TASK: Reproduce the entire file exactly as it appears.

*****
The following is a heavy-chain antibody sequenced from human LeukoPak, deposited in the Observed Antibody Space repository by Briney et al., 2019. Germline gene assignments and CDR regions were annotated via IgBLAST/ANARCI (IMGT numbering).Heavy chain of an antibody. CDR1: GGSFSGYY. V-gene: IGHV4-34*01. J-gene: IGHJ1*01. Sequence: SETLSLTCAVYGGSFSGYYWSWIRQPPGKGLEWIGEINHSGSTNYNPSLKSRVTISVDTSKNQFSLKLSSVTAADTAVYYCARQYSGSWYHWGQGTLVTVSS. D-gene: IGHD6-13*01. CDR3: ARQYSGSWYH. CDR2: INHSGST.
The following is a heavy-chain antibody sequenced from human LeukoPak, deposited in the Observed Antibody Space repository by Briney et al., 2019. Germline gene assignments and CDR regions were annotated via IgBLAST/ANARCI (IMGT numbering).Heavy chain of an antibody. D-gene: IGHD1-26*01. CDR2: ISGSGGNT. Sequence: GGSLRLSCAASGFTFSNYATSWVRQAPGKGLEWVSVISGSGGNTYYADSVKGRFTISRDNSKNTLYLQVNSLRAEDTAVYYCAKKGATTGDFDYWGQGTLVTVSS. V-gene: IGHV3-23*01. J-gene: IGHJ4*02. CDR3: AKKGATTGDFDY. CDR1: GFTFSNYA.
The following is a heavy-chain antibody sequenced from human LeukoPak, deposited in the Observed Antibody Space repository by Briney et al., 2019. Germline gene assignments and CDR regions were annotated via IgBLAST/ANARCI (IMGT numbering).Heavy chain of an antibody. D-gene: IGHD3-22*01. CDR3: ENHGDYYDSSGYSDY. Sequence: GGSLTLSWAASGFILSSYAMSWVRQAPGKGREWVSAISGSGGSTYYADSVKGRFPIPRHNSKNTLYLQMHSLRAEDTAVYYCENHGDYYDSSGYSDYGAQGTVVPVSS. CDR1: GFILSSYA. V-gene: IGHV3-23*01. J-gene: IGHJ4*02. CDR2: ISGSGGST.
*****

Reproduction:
The following is a heavy-chain antibody sequenced from human LeukoPak, deposited in the Observed Antibody Space repository by Briney et al., 2019. Germline gene assignments and CDR regions were annotated via IgBLAST/ANARCI (IMGT numbering).Heavy chain of an antibody. CDR1: GGSFSGYY. V-gene: IGHV4-34*01. J-gene: IGHJ1*01. Sequence: SETLSLTCAVYGGSFSGYYWSWIRQPPGKGLEWIGEINHSGSTNYNPSLKSRVTISVDTSKNQFSLKLSSVTAADTAVYYCARQYSGSWYHWGQGTLVTVSS. D-gene: IGHD6-13*01. CDR3: ARQYSGSWYH. CDR2: INHSGST.
The following is a heavy-chain antibody sequenced from human LeukoPak, deposited in the Observed Antibody Space repository by Briney et al., 2019. Germline gene assignments and CDR regions were annotated via IgBLAST/ANARCI (IMGT numbering).Heavy chain of an antibody. D-gene: IGHD1-26*01. CDR2: ISGSGGNT. Sequence: GGSLRLSCAASGFTFSNYATSWVRQAPGKGLEWVSVISGSGGNTYYADSVKGRFTISRDNSKNTLYLQVNSLRAEDTAVYYCAKKGATTGDFDYWGQGTLVTVSS. V-gene: IGHV3-23*01. J-gene: IGHJ4*02. CDR3: AKKGATTGDFDY. CDR1: GFTFSNYA.
The following is a heavy-chain antibody sequenced from human LeukoPak, deposited in the Observed Antibody Space repository by Briney et al., 2019. Germline gene assignments and CDR regions were annotated via IgBLAST/ANARCI (IMGT numbering).Heavy chain of an antibody. D-gene: IGHD3-22*01. CDR3: ENHGDYYDSSGYSDY. Sequence: GGSLTLSWAASGFILSSYAMSWVRQAPGKGREWVSAISGSGGSTYYADSVKGRFPIPRHNSKNTLYLQMHSLRAEDTAVYYCENHGDYYDSSGYSDYGAQGTVVPVSS. CDR1: GFILSSYA. V-gene: IGHV3-23*01. J-gene: IGHJ4*02. CDR2: ISGSGGST.